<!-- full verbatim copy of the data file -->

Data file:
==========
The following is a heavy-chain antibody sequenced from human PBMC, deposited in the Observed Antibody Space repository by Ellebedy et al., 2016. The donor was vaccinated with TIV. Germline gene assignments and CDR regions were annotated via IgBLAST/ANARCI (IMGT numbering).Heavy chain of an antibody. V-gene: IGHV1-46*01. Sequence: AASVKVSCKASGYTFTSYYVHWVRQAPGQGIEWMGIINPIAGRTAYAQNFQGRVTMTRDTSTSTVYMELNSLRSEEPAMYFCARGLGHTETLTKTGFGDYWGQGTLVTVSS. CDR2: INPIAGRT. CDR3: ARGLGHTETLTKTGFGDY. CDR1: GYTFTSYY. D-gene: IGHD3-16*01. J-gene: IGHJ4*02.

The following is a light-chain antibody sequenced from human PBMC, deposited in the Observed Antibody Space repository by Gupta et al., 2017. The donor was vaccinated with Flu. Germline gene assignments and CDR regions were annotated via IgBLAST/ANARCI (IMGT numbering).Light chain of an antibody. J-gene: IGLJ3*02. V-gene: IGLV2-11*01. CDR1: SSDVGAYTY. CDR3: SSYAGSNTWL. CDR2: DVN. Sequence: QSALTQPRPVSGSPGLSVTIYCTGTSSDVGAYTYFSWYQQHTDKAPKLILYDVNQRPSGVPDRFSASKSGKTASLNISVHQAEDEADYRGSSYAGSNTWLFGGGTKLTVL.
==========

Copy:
The following is a heavy-chain antibody sequenced from human PBMC, deposited in the Observed Antibody Space repository by Ellebedy et al., 2016. The donor was vaccinated with TIV. Germline gene assignments and CDR regions were annotated via IgBLAST/ANARCI (IMGT numbering).Heavy chain of an antibody. V-gene: IGHV1-46*01. Sequence: AASVKVSCKASGYTFTSYYVHWVRQAPGQGIEWMGIINPIAGRTAYAQNFQGRVTMTRDTSTSTVYMELNSLRSEEPAMYFCARGLGHTETLTKTGFGDYWGQGTLVTVSS. CDR2: INPIAGRT. CDR3: ARGLGHTETLTKTGFGDY. CDR1: GYTFTSYY. D-gene: IGHD3-16*01. J-gene: IGHJ4*02.

The following is a light-chain antibody sequenced from human PBMC, deposited in the Observed Antibody Space repository by Gupta et al., 2017. The donor was vaccinated with Flu. Germline gene assignments and CDR regions were annotated via IgBLAST/ANARCI (IMGT numbering).Light chain of an antibody. J-gene: IGLJ3*02. V-gene: IGLV2-11*01. CDR1: SSDVGAYTY. CDR3: SSYAGSNTWL. CDR2: DVN. Sequence: QSALTQPRPVSGSPGLSVTIYCTGTSSDVGAYTYFSWYQQHTDKAPKLILYDVNQRPSGVPDRFSASKSGKTASLNISVHQAEDEADYRGSSYAGSNTWLFGGGTKLTVL.